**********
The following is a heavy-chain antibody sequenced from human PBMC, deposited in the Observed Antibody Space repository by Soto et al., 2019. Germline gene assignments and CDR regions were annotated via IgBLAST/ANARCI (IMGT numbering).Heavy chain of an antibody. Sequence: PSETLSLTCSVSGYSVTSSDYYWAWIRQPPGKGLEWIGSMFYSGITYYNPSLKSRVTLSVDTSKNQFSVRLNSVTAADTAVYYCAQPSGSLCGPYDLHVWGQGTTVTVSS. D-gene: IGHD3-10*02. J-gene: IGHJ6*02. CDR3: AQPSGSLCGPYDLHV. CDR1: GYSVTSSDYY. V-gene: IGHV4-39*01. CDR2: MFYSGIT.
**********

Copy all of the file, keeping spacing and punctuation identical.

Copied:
The following is a heavy-chain antibody sequenced from human PBMC, deposited in the Observed Antibody Space repository by Soto et al., 2019. Germline gene assignments and CDR regions were annotated via IgBLAST/ANARCI (IMGT numbering).Heavy chain of an antibody. Sequence: PSETLSLTCSVSGYSVTSSDYYWAWIRQPPGKGLEWIGSMFYSGITYYNPSLKSRVTLSVDTSKNQFSVRLNSVTAADTAVYYCAQPSGSLCGPYDLHVWGQGTTVTVSS. D-gene: IGHD3-10*02. J-gene: IGHJ6*02. CDR3: AQPSGSLCGPYDLHV. CDR1: GYSVTSSDYY. V-gene: IGHV4-39*01. CDR2: MFYSGIT.